Technology also has the ability to increase transparency in a particular sector. This can be anything from Google Maps technology giving the ability to see satellite imagery or drones being used to monitor solar panel landscapes.
The question is what are the challenges facing the energy industry in general and how will technology disrupt that industry?
In that respect we may decide to acknowledge certain trends:
- Fossil fuels dependency on the planet is reducing- Policies are encouraging new forms of energy production
- Centralised energy may not be servicing everyone equally
If we believe that renewable energy is the future of energy — in a post-fossil-fuel world — then we have to assess the barriers to its wider adoption by: governments, businesses and individuals.
Some governments are bullish about renewables.
For example in the UAE — according to the Energy Minister of the UAE in January 2016 (quote from the National) — is “looking to increase its target for power generation from clean energy to 30 per cent by 2030”. In the UAE there is already a government commitment to build 100MW solar plant in Dubai and a 350MW solar plant in Sheikh Mohammad bin Rashid Al Maktoum PV Solar Park.
The UAE as a peninsula is of course geographically well suited to advance solar energy production and even be exporters of solar energy. The UAE Minister states: “When it’s availability is improved from 25 per cent to 40 or 50 per cent … we need to see technology evolving to cheaper ways of storing solar- generated power, then we could see the peninsula exporting [solar power] to Europe.”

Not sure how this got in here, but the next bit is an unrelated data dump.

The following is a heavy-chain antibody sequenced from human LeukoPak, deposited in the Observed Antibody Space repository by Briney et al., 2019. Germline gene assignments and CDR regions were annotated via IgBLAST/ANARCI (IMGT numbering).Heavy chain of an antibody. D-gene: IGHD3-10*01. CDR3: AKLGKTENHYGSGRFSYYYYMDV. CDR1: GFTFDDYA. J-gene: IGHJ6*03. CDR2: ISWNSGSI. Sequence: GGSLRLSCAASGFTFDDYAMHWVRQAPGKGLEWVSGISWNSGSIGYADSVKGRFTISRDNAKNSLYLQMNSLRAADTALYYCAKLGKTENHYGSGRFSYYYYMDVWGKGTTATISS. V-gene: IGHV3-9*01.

If this enthusiasm for renewables in the UAE is actually part of wider initiative in the world to ‘go green’ then we have to look at the perceived barriers preventing the wider adoption of renewables.
Based on us understanding those barriers we can look at addressing them with — instinctively — technological solutions.
But here we are not looking at all technologies.
The purpose of this investigation is to look at what role blockchain technology can offer in removing particular barriers to adoption of renewables.
Also, the focus of this investigation is on solar as opposed to other forms of renewable energy production.
Solar energy is the most individually accessible form of energy production. Not everyone can build a nuclear power station, but most people may be able to generate energy from a solar panel.
Solar — as an accessible form of energy production — creates new entrepreneurship opportunities in an economy and allows for individuals to be both consumers and producers of renewable energy, or, in other words, ‘prosumers’. Overall solar energy is an ‘all-rounder’. It is welcomed by governments and prosumers alike.
In the next section we look at some of the barriers to solar energy adoption.
SECTION 2: BARRIERS TO SOLAR ENERGY ADOPTION
There are 2 perceived barriers to wider renewable energy adoption:
1) Green Investments have lacked transparency and trust (hindering investment of capital)
This is due to a few factors namely Green Investments are:
- generally unregulated- remote
- difficult to audit
2) Limited optionality for prosumers